Chapter 1 introduces the Report and highlights several key areas where progress has been made, but it also lays out the areas where much more work remains to be done. In particular, recoveries from financial crises are uniquely challenging because heavy household debt burdens and tight credit conditions can linger for years, depressing spending and investment. However, as shown in Figure 1-4 of the Report, among the 12 countries that experienced a systemic financial crisis in 2007 and 2008, the United States is one of just two in which output per working-age person has returned to pre-crisis levels. The fact that the United States has been one of the best performing economies in the wake of the crisis supports the view that the full set of policy responses in the United States made a major difference in averting a substantially worse outcome—although it in no way changes the fact that more work remains to be done.

  • The Employment Situation in February

    February 2014 was the 48th straight month of private-sector job growth, with businesses adding 8.7 million jobs over that time. Despite a major snowstorm that hit the East Coast during the reference week for the labor market surveys, the rate of job growth picked up from the December and January pace. Nevertheless, the unemployment rate remains elevated, and for too many Americans, wages have been slow to rise.

    This week, the President put out a budget that can make progress on these issues by investing in education, job training, and innovation, by expanding tax credits for working Americans, and by extending the emergency unemployment benefits that has expired for 2 million Americans. And while the President encourages Congress to act on his proposals, he will also continue to take action on his own wherever possible to support job growth and expand economic opportunity.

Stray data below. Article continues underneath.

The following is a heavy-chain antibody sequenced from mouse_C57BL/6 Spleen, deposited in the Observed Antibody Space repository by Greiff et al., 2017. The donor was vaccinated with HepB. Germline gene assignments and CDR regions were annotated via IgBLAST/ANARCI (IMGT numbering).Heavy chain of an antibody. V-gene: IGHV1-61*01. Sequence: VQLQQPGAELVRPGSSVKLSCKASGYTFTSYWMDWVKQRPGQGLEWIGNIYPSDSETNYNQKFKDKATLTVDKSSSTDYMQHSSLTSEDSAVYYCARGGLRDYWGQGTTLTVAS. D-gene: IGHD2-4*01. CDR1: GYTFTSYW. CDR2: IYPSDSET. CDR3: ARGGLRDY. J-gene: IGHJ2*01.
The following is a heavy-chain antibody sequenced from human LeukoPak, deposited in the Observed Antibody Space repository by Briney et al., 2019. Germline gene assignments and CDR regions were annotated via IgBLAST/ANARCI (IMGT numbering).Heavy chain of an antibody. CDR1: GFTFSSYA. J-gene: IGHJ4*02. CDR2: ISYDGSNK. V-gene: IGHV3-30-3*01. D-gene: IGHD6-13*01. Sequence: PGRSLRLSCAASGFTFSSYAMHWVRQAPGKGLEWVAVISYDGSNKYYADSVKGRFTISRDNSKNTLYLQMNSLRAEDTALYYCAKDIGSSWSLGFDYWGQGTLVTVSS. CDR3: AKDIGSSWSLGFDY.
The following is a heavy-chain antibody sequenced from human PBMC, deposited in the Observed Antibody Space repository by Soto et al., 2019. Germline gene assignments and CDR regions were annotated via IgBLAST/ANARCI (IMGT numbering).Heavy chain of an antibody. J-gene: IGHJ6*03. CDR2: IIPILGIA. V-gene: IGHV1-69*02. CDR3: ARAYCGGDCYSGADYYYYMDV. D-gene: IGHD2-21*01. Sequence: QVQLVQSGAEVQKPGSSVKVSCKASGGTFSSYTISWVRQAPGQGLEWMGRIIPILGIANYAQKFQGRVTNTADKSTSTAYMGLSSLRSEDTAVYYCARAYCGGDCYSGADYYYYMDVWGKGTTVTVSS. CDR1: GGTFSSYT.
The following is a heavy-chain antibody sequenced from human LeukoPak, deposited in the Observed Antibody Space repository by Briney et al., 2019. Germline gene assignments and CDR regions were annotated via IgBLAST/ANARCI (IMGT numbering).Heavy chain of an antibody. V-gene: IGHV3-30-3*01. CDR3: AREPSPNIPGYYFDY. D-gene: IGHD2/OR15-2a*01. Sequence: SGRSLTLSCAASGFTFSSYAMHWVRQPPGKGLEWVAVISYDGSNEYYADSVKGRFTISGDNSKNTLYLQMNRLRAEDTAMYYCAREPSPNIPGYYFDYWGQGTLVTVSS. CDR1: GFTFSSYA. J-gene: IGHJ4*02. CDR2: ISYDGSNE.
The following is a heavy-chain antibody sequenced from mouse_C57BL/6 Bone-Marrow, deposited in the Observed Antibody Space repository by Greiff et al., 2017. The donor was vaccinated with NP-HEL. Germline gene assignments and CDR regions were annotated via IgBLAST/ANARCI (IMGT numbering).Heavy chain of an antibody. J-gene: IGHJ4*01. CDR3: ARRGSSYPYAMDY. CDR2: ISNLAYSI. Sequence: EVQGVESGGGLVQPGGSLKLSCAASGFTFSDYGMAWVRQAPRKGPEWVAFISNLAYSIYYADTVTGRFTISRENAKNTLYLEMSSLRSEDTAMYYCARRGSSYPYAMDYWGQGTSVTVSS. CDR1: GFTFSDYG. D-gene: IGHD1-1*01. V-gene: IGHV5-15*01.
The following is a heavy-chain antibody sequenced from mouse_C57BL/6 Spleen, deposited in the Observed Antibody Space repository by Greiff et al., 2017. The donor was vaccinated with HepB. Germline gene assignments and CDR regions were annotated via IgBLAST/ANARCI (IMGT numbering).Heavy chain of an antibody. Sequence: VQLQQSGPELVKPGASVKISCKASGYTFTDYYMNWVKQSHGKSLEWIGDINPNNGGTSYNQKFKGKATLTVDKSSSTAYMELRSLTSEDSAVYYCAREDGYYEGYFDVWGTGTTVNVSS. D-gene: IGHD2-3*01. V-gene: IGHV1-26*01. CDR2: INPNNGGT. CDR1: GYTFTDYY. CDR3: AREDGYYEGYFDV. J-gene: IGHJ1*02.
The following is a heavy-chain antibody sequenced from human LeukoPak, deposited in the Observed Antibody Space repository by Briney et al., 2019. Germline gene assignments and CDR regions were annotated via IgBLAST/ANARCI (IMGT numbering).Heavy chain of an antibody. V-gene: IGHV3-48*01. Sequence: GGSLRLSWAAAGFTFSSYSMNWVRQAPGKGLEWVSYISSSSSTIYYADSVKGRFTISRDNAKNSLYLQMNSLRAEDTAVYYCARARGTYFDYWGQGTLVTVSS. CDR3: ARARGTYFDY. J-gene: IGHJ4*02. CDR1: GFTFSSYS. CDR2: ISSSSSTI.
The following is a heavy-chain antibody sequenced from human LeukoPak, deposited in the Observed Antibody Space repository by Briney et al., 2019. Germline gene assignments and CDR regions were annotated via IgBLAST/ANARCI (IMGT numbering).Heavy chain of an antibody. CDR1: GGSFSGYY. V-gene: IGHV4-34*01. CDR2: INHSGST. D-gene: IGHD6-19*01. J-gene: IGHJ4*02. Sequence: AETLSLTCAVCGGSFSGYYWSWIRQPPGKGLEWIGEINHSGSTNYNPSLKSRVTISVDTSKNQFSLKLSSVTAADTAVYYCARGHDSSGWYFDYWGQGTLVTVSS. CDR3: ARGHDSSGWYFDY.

FIVE KEY POINTS IN TODAY'S REPORT FROM THE BUREAU OF LABOR STATISTICS

    1. The private sector has added 8.7 million jobs over 48 straight months of job growth. Today we learned that total non-farm payroll employment rose by 175,000 in February, with 162,000 of that increase in the private sector. Revisions to private employment in the previous months were small and offsetting, so that that over the past twelve months, private employment has risen by 2.2 million, or an average of 183,000 a month. This is almost identical to the pace of job gains over the preceding twelve-month period (182,000 a month).

  • Congressional Budget Office Report Finds Minimum Wage Lifts Wages for 16.5 Million Workers

    President Barack Obama delivers remarks on the importance of raising the federal minimum wage for all workers, during an event in the East Room of the White House, Feb. 12, 2014.

    President Barack Obama delivers remarks on the importance of raising the federal minimum wage for all workers, during an event in the East Room of the White House, Feb. 12, 2014. (Official White House Photo by Chuck Kennedy)

    The new Congressional Budget Office (CBO) report finds that 16.5 million workers would get a raise from increasing the minimum wage to $10.10 per hour and this would help millions of hard-working families, reduce poverty, and increase the overall wages going to lower-income households.